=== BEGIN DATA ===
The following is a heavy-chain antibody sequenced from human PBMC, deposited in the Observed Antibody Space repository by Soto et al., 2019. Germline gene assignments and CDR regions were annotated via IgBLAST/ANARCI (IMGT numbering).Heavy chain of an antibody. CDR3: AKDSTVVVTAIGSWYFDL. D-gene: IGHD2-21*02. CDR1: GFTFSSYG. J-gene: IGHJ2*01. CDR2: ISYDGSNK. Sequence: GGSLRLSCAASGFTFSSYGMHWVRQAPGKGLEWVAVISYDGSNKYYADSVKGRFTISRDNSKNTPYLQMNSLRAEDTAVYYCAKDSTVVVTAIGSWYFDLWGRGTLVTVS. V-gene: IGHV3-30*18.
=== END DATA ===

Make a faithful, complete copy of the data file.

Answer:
The following is a heavy-chain antibody sequenced from human PBMC, deposited in the Observed Antibody Space repository by Soto et al., 2019. Germline gene assignments and CDR regions were annotated via IgBLAST/ANARCI (IMGT numbering).Heavy chain of an antibody. CDR3: AKDSTVVVTAIGSWYFDL. D-gene: IGHD2-21*02. CDR1: GFTFSSYG. J-gene: IGHJ2*01. CDR2: ISYDGSNK. Sequence: GGSLRLSCAASGFTFSSYGMHWVRQAPGKGLEWVAVISYDGSNKYYADSVKGRFTISRDNSKNTPYLQMNSLRAEDTAVYYCAKDSTVVVTAIGSWYFDLWGRGTLVTVS. V-gene: IGHV3-30*18.